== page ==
- Everything outside the state is a threat and must be ‘conquered’ and forced to conform to the state.
- No criticism of, questioning of, or opposition to the state is permitted.
The ‘state’, or in this case the ‘group’, becomes the only authority without question or accountability with the primary interest of protecting itself (or rather, the core members) from external threat.
Fascism is generally referenced in political terms as being the domain of the far-right, but the core principles and actions can be attributed in modern form to any radical (or extreme) organisation regardless of politics.
Even though there may be discussions within the group where there is a perception that members can express their views, opinions, and share knowledge, individuals within the group are inconsequential to the core members other than as agents to facilitate the spread of core propaganda that they sanction. Anyone who shows any sign of opposing the core view will not be permitted to be in a position of influence within the group, and if considered to be a threat to the core ‘truths’ will be put under duress to leave, or will be expelled.
Group members within a radical group will follow whatever the core dictates, often regardless of common sense let alone real evidence that contradicts them. In this form of social compliance individuals may feel validated through being a member of the group, especially if they feel invalidated by society in general. They will use the group as a place of safety where through their compliance they mitigate any uncomfortable challenge, or exposure of their ignorance or perceived weaknesses. Sometimes the group will seek to maintain members through claiming to provide them with ‘safe spaces’ where views, opinions, and motivations are not challenged. This reinforces the individual’s loyalty to the group and it’s doctrines.
Members of radical groups often make claims of being ‘free thinkers’ or possessing some special knowledge, or of being ‘individuals’ separate from the indoctrination of society.
The irony is that members of radical groups are far from being ‘individual’, and in many respects are some of the most compliant individuals in society.
Becoming part of a radical group inhibits ‘free-thinking’ and merely appeals to the person’s subjective (often emotionally based) perception of the ‘cause’ or of society in general. Although there may be elements of real evidence and ‘truth’, these are often perceived out of context with no real effort by the individual to objectively consider the matter in question in context. Having a lack of understanding or knowledge, the person automatically takes on the ‘truth’ of the group as fact.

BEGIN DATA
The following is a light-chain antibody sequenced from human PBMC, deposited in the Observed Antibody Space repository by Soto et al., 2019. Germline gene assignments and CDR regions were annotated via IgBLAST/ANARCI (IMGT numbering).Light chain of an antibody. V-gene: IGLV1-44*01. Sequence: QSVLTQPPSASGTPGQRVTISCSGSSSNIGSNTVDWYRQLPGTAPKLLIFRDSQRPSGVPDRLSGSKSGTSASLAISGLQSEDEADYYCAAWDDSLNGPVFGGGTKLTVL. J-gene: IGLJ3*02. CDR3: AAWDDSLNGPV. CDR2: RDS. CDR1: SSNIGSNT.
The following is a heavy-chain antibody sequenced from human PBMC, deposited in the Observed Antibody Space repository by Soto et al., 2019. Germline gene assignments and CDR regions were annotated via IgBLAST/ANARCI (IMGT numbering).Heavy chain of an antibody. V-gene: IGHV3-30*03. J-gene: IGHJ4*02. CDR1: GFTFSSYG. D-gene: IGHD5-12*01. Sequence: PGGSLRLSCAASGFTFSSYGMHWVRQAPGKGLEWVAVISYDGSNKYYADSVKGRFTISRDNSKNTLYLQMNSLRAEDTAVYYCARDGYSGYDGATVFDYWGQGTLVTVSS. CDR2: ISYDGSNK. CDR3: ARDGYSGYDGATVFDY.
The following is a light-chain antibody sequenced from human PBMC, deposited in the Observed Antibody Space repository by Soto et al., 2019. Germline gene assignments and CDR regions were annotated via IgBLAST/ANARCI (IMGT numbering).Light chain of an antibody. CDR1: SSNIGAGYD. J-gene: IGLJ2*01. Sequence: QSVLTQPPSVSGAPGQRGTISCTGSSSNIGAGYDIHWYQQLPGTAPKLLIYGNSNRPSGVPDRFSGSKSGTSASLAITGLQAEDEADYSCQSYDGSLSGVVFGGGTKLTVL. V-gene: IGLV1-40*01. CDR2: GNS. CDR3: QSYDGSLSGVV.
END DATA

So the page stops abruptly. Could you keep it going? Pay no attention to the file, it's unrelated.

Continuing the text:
In order to affirm their validation within the group the person will take on generalised attributes of other members. This can include behaviours and the way they present themselves, such as dressing in the group’s ‘uniform’. If we take away the influence of any fashion in place at the time, looking at a radical group reveals that the majority dress in very similar ways.
An argument for why people form or join radical groups could be that they have no outlet or voice within general society. This may be true in some instances, but is rare in modern ‘democratic’ societies where non-radical groups create awareness or influence society based on genuine and well-presented arguments.
One of the things that make radical groups so problematic in today’s society is the ease with which they can spread misinformation.
Before the days of widespread social media, or even availability of the internet, there were natural societal filters involved in the process of getting information to a wider audience. This would involve engaging in face to face exchanges, organising meetings with people in society who might have interest in the cause, getting articles or letters published in physical media, or gaining the attention of mainstream media such as radio and television.